• the work you do for your employer in return for payment (or where you would expect to be paid) such as wages
  • any ‘payment in kind’ (for example groceries for a person who works as a shop assistant, or farm produce for a farm labourer)

If you're self-employed, paid work means any work you do for payment (or would expect to be paid) or profit.

To claim Working Tax Credit, you should expect your paid work to continue for at least four weeks.

How to work out usual working hours for your tax credits claim

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What doesn't count as paid work?

If any of the following apply to you, the work won’t count for Working Tax Credit purposes:

  • you are a student and do work as part of studying for a degree or other qualification (any grant or loan you get is for maintenance and is not paid in return for work done on the course)
  • you are a student nurse and you get an NHS Bursary and other grants or loans for work done on the course
  • you work for a charity or a voluntary organisation where you get no pay or you only get expenses
  • you work for a local authority, health authority, charitable or voluntary organisation caring for someone who’s not a member of your household - and where the only payment you receive is covered by the Rent a Room scheme
  • you are on strike for more than ten days in a row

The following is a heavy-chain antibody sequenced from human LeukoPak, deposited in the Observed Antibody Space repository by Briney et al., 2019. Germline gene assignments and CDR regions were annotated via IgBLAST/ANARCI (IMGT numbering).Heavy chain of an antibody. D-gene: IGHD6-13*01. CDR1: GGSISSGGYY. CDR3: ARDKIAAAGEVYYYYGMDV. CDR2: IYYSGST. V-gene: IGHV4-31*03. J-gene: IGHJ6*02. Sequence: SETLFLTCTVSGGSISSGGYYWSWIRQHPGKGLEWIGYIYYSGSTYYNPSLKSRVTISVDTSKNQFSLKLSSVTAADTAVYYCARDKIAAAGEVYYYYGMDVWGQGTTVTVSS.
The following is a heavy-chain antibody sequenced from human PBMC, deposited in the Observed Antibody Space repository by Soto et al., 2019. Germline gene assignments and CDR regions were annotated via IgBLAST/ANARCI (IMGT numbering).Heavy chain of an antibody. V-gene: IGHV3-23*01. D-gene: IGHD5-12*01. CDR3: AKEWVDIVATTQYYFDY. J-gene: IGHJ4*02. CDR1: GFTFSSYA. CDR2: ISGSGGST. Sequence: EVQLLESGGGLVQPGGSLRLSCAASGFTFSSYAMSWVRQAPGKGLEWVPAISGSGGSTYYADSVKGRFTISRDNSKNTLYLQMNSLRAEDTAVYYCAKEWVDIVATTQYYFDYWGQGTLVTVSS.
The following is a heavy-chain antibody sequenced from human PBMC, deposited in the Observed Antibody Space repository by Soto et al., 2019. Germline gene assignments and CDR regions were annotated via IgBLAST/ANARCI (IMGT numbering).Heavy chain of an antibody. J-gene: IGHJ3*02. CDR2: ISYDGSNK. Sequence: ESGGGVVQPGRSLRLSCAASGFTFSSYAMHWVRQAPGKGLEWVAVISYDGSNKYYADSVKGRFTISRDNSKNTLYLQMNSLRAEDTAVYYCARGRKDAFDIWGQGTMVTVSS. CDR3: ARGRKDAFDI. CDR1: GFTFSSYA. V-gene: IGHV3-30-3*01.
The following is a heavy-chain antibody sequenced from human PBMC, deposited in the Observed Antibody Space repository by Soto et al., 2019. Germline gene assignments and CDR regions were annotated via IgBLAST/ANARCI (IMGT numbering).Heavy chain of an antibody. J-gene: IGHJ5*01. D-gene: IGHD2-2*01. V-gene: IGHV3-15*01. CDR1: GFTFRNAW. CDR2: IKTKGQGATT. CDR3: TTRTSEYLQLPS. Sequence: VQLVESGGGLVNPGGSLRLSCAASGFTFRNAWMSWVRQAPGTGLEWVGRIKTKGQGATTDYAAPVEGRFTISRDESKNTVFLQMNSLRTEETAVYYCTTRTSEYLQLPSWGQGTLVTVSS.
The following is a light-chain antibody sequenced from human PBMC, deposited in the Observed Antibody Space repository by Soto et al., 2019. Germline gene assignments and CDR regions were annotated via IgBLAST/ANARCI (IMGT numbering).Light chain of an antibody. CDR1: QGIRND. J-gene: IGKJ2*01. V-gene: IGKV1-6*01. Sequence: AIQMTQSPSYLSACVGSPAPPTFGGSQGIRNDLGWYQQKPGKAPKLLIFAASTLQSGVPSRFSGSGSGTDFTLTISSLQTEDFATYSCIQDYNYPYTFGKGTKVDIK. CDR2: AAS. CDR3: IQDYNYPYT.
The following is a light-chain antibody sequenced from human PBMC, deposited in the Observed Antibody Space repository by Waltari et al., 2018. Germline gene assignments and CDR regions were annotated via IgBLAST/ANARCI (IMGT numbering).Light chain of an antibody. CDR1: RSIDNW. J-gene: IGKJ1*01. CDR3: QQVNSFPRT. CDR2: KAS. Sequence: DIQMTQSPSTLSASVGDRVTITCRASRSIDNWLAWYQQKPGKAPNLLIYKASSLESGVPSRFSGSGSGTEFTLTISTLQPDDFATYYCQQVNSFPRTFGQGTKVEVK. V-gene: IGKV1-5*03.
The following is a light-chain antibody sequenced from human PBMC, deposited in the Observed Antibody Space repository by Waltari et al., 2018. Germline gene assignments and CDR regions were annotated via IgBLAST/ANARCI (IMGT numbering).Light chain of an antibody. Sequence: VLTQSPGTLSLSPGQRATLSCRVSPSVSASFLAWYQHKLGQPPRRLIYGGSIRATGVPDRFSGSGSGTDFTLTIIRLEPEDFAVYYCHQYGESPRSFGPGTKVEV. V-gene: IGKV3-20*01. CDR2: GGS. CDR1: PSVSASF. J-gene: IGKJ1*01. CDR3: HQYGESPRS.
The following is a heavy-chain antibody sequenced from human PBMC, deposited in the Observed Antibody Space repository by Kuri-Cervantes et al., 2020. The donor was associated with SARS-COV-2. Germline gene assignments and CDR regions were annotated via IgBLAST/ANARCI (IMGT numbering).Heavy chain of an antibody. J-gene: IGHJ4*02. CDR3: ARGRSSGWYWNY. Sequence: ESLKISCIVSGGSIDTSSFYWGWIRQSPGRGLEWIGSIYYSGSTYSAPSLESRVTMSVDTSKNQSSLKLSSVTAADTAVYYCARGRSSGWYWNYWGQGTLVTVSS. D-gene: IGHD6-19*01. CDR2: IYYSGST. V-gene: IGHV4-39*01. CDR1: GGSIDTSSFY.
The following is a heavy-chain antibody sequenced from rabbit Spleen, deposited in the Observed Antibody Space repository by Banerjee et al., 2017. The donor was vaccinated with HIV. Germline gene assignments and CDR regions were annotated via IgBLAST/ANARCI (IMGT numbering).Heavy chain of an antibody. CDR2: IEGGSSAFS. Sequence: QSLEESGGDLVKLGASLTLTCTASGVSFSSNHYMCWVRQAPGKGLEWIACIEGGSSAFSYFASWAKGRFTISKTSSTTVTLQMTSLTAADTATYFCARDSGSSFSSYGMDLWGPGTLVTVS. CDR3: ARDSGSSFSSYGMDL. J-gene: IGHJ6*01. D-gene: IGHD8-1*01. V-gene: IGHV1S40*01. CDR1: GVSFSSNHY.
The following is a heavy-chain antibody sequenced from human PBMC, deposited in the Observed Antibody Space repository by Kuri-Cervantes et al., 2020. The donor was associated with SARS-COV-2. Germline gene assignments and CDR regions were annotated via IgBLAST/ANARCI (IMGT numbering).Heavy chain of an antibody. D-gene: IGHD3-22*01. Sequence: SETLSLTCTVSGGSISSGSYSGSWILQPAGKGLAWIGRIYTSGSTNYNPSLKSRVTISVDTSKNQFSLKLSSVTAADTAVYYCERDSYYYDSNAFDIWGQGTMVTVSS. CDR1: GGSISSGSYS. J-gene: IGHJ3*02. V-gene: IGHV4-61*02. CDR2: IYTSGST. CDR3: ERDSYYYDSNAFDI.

• you work in a scheme where you get a training allowance, rather than pay - unless the allowance is taxable
  • you take part in the Intensive Activity Period or Preparation for Employment Programme - unless the payment received is taxable
  • you take part in an activity where a sports award has been made and no other payments have been made or are expected to be made
  • you take part in an Employment Zone programme where no other payments have been made (except for training premiums or discretionary payments, such as fees, grants, loans or arrears of expenses paid as a lump sum)
  • you are working - either inside or outside prison - while you're serving a custodial sentence, or remanded in custody awaiting trial or sentence

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When and how to claim

You need to be in paid work at the time you make your claim, or starting paid work within seven days of making your claim. You will only get Working Tax Credit if you actually start this paid work.